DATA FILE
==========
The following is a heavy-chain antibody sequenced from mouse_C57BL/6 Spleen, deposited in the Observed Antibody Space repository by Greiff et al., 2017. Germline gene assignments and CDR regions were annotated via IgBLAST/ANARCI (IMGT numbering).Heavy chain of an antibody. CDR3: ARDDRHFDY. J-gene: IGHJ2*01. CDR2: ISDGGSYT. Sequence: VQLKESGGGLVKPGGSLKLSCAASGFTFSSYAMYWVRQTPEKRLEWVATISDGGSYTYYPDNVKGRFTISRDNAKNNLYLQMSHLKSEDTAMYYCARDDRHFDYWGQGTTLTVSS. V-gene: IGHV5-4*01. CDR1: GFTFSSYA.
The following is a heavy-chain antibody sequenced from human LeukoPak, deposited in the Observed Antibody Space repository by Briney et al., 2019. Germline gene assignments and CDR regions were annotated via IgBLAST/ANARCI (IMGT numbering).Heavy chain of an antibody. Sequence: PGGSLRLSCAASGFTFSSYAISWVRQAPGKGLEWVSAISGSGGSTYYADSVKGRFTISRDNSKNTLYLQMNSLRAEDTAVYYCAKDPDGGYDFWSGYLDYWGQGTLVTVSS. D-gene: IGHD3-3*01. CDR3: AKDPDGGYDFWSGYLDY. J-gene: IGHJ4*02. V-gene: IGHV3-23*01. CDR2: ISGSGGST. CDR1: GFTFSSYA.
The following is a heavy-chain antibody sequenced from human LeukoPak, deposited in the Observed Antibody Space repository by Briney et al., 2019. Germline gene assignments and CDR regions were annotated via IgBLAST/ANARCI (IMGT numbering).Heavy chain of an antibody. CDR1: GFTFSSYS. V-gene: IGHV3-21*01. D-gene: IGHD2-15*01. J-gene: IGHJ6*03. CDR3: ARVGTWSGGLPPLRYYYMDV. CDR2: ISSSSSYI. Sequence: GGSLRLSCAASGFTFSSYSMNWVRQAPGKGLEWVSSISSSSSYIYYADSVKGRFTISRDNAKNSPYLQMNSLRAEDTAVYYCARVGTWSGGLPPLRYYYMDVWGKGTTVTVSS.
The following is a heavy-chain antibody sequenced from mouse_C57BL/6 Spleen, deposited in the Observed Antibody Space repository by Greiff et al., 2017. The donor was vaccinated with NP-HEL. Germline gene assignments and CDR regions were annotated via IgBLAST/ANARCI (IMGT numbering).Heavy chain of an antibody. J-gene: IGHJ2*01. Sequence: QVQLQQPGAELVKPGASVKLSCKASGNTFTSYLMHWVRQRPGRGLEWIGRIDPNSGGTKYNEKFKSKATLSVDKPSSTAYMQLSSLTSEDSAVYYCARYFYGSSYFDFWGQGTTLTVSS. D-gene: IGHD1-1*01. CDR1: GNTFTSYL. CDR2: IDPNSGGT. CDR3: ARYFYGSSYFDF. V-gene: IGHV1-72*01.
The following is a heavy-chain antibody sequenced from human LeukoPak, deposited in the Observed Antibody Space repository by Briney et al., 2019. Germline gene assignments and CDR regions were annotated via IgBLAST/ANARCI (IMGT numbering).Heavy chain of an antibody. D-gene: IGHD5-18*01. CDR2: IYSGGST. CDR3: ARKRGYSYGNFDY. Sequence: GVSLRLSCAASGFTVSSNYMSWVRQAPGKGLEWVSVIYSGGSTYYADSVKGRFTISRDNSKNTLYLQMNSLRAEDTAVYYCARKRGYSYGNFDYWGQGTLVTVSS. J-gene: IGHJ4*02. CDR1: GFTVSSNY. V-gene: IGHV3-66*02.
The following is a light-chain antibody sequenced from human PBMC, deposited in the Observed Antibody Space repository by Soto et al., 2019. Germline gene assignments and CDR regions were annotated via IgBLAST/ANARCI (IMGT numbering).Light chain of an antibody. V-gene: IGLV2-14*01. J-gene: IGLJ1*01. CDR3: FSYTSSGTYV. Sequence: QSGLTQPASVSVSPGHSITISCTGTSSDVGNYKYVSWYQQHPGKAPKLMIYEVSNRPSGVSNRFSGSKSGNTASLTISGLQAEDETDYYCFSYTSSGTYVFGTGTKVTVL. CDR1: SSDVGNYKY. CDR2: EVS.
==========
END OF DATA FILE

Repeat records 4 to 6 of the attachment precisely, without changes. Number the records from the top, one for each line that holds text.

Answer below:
The following is a heavy-chain antibody sequenced from mouse_C57BL/6 Spleen, deposited in the Observed Antibody Space repository by Greiff et al., 2017. The donor was vaccinated with NP-HEL. Germline gene assignments and CDR regions were annotated via IgBLAST/ANARCI (IMGT numbering).Heavy chain of an antibody. J-gene: IGHJ2*01. Sequence: QVQLQQPGAELVKPGASVKLSCKASGNTFTSYLMHWVRQRPGRGLEWIGRIDPNSGGTKYNEKFKSKATLSVDKPSSTAYMQLSSLTSEDSAVYYCARYFYGSSYFDFWGQGTTLTVSS. D-gene: IGHD1-1*01. CDR1: GNTFTSYL. CDR2: IDPNSGGT. CDR3: ARYFYGSSYFDF. V-gene: IGHV1-72*01.
The following is a heavy-chain antibody sequenced from human LeukoPak, deposited in the Observed Antibody Space repository by Briney et al., 2019. Germline gene assignments and CDR regions were annotated via IgBLAST/ANARCI (IMGT numbering).Heavy chain of an antibody. D-gene: IGHD5-18*01. CDR2: IYSGGST. CDR3: ARKRGYSYGNFDY. Sequence: GVSLRLSCAASGFTVSSNYMSWVRQAPGKGLEWVSVIYSGGSTYYADSVKGRFTISRDNSKNTLYLQMNSLRAEDTAVYYCARKRGYSYGNFDYWGQGTLVTVSS. J-gene: IGHJ4*02. CDR1: GFTVSSNY. V-gene: IGHV3-66*02.
The following is a light-chain antibody sequenced from human PBMC, deposited in the Observed Antibody Space repository by Soto et al., 2019. Germline gene assignments and CDR regions were annotated via IgBLAST/ANARCI (IMGT numbering).Light chain of an antibody. V-gene: IGLV2-14*01. J-gene: IGLJ1*01. CDR3: FSYTSSGTYV. Sequence: QSGLTQPASVSVSPGHSITISCTGTSSDVGNYKYVSWYQQHPGKAPKLMIYEVSNRPSGVSNRFSGSKSGNTASLTISGLQAEDETDYYCFSYTSSGTYVFGTGTKVTVL. CDR1: SSDVGNYKY. CDR2: EVS.